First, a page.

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Crossword clues for tonsure

Longman Dictionary of Contemporary English
▪ And if you want funny peculiar, simply gaze upon Thierry Boutsen's reverse-flip bird's-nest tonsure.
▪ He had others in his grizzled russet tonsure, dropped from the higher branches as the wind stirred them.
▪ He was balding fast, with a monk's tonsure.
▪ Perhaps the guy has a heat sensor where his tonsure should be.
▪ The older boy, leaner and more muscular, has shorter hair and a small skull-cap which may conceal a tonsure.
▪ Tuda wore a Petrine tonsure and observed the Roman Easter.
The Collaborative International Dictionary

Tonsure \Ton"sure\, n. [F., fr. L. tonsura a shearing, clipping, from tondere, tonsum, to shear, shave; cf. Gr. ? to gnaw; perhaps akin to Gr. ? to cut, and E. tome.]

  1. The act of clipping the hair, or of shaving the crown of the head; also, the state of being shorn.

  2. (R. C. Ch.)

    1. The first ceremony used for devoting a person to the service of God and the church; the first degree of the clericate, given by a bishop, abbot, or cardinal priest, consisting in cutting off the hair from a circular space at the back of the head, with prayers and benedictions; hence, entrance or admission into minor orders.

    2. The shaven corona, or crown, which priests wear as a mark of their order and of their rank.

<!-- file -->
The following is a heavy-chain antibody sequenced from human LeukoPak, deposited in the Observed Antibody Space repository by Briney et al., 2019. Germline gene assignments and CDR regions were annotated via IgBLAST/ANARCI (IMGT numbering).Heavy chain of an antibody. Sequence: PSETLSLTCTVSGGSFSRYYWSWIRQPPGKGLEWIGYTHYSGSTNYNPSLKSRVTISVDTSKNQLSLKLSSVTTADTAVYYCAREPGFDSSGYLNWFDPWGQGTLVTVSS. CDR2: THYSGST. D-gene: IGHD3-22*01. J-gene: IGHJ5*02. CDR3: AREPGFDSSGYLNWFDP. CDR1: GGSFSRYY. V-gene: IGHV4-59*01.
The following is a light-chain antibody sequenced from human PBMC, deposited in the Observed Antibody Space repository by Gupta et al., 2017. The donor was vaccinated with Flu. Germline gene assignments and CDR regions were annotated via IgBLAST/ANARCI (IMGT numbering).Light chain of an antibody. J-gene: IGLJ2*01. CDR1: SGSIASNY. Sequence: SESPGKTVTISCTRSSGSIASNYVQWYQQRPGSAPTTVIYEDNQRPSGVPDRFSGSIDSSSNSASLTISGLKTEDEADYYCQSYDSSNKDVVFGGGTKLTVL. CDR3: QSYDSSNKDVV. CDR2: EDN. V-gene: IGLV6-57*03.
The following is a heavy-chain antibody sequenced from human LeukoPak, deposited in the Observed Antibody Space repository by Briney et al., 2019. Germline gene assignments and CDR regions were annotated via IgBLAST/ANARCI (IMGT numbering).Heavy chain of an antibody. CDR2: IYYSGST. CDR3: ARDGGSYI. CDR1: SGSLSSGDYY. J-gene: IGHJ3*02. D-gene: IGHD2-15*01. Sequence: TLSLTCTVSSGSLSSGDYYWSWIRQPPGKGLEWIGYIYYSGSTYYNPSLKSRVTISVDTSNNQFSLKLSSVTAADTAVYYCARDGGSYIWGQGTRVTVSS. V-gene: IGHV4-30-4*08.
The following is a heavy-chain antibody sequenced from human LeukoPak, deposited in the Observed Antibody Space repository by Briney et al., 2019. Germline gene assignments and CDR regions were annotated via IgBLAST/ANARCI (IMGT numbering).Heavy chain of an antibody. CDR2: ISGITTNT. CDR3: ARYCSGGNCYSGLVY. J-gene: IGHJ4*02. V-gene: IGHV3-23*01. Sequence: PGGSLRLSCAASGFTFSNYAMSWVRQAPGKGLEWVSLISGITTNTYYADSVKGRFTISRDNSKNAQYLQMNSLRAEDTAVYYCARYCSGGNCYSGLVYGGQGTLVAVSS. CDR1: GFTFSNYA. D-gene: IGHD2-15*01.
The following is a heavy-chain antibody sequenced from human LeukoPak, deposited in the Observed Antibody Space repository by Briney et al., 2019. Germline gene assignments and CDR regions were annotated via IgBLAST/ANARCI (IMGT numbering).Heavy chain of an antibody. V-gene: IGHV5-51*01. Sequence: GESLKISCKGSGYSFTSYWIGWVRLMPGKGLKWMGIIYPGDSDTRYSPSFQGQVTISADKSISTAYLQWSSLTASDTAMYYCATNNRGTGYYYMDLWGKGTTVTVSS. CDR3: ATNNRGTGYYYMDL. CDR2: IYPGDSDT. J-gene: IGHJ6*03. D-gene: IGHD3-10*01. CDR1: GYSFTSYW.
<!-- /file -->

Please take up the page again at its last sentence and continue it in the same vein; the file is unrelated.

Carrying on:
Douglas Harper's Etymology Dictionary

late 14c., "shaving of the head or part of it," especially as a religious rite, from Anglo-French tonsure (mid-14c.), Old French tonsure "ecclesiastical tonsure; sheep-shearing" (14c.), from Latin tonsura "a shearing, clipping," from tonsus, past participle of tondere "to shear, shave, clip, crop," from PIE *tend-, from root *tem- "to cut" (see tome). The verb is attested from 1706 (implied in tonsured). Related: Tonsuring.


n. The bald patch resulting from being tonsured. vb. (context Christianity English) To subject to the often ritual shave of the crown of the head as a sign of humility and one's religious vocation. Some tonsures were more dramatic than others, leaving only a fringe of hair. Abolished by Vatican II in the Roman Catholic Church.

  1. n. the shaved crown of a monk's or priest's head

  2. shaving the crown of the head by priests or members of a monastic order

  3. v. shave the head of a newly inducted monk


Tonsure is the practice of cutting or shaving some or all of the hair on the scalp, as a sign of religious devotion or humility. The term originates from the Latin word tōnsūra (meaning "clipping" or "shearing") and referred to a specific practice in medieval Catholicism, abandoned by papal order in 1972. Current usage more generally refers to cutting or shaving for monks, devotees, or mystics of any religion as a symbol of their renunciation of worldly fashion and esteem. Tonsure also refers to the secular practice of shaving all or part of the scalp to show support or sympathy, or to designate mourning.